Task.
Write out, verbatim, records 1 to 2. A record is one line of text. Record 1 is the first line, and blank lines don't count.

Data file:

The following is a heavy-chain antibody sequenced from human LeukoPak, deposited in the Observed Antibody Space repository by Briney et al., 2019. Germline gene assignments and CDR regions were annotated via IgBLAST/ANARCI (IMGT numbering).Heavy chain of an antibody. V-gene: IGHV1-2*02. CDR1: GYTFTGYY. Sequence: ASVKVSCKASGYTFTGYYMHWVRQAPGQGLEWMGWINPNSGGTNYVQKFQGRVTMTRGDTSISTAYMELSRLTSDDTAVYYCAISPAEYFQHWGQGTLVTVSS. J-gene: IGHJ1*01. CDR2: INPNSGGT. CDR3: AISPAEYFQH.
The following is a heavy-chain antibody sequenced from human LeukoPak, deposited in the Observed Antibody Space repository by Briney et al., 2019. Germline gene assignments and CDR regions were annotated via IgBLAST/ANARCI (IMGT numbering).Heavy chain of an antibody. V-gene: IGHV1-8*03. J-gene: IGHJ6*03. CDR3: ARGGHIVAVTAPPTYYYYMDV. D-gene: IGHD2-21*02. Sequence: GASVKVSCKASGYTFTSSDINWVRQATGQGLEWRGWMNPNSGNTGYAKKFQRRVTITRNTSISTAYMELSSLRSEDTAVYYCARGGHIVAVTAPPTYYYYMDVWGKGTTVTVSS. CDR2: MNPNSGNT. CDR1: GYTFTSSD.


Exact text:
The following is a heavy-chain antibody sequenced from human LeukoPak, deposited in the Observed Antibody Space repository by Briney et al., 2019. Germline gene assignments and CDR regions were annotated via IgBLAST/ANARCI (IMGT numbering).Heavy chain of an antibody. V-gene: IGHV1-2*02. CDR1: GYTFTGYY. Sequence: ASVKVSCKASGYTFTGYYMHWVRQAPGQGLEWMGWINPNSGGTNYVQKFQGRVTMTRGDTSISTAYMELSRLTSDDTAVYYCAISPAEYFQHWGQGTLVTVSS. J-gene: IGHJ1*01. CDR2: INPNSGGT. CDR3: AISPAEYFQH.
The following is a heavy-chain antibody sequenced from human LeukoPak, deposited in the Observed Antibody Space repository by Briney et al., 2019. Germline gene assignments and CDR regions were annotated via IgBLAST/ANARCI (IMGT numbering).Heavy chain of an antibody. V-gene: IGHV1-8*03. J-gene: IGHJ6*03. CDR3: ARGGHIVAVTAPPTYYYYMDV. D-gene: IGHD2-21*02. Sequence: GASVKVSCKASGYTFTSSDINWVRQATGQGLEWRGWMNPNSGNTGYAKKFQRRVTITRNTSISTAYMELSSLRSEDTAVYYCARGGHIVAVTAPPTYYYYMDVWGKGTTVTVSS. CDR2: MNPNSGNT. CDR1: GYTFTSSD.